First, Alibaba’s Q3 results, which were announced at the end of January, indicated significant growth in its core platform thanks to growing Chinese consumer interest. Alibaba also reported a boost to its top line thanks in large part to investments in cloud-based initiatives. Revenues were up 54 percent in the period to 53 billion yuan ($7.8 billion), well over analysts’ projections of 50 billion yuan.

Around that same time, Executive Chairman Jack Ma spoke of a new direction for the company. Following a years-long run of major acquisitions, Alibaba is looking to work with other corporate entities in 2017.

“I am not interested in acquisitions. I am more interested in partnerships,” Ma said at a news conference on Alibaba’s $800 million Olympic sponsorship deal when asked about his company’s plans for the year. “We want to look for partners and empower them to be powerful.”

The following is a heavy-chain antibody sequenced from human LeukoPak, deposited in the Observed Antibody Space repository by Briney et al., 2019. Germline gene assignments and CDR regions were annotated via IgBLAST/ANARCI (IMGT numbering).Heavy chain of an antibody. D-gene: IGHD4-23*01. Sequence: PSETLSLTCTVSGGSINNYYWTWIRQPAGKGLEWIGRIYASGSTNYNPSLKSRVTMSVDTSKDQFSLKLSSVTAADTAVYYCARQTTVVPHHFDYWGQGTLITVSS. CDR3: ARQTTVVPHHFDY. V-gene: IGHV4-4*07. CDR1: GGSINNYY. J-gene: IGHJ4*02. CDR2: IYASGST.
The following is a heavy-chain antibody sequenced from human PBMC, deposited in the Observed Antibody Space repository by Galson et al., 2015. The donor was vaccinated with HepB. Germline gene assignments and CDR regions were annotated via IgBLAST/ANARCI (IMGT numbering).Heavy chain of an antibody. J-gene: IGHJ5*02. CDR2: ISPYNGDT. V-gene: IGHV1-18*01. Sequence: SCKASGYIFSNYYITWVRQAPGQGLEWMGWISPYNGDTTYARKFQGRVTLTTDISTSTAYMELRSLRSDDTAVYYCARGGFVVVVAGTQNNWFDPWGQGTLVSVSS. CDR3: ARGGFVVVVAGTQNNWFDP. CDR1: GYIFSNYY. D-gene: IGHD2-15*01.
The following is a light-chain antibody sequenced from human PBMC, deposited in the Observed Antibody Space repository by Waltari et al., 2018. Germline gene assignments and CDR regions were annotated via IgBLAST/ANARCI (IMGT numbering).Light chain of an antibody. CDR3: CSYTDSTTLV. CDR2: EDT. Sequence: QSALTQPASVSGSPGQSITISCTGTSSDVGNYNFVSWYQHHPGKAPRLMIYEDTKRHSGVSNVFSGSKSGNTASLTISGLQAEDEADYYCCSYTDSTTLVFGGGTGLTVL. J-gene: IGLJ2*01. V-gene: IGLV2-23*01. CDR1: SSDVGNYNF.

Perhaps this shift in company policy — toward cooperation, away from domination — has something to do with Alibaba’s entry into the international spotlight among other top Olympic partner Coca-Cola, Samsung Electronics, GE and McDonald’s, and a few others.

Regardless of its motivations, Alibaba’s moves over the next month-and-a-half indicate that Ma looks to make good on this new approach for the time being, leveraging existing institutions and infrastructure to facilitate continued domestic and international growth in payments and eCommerce.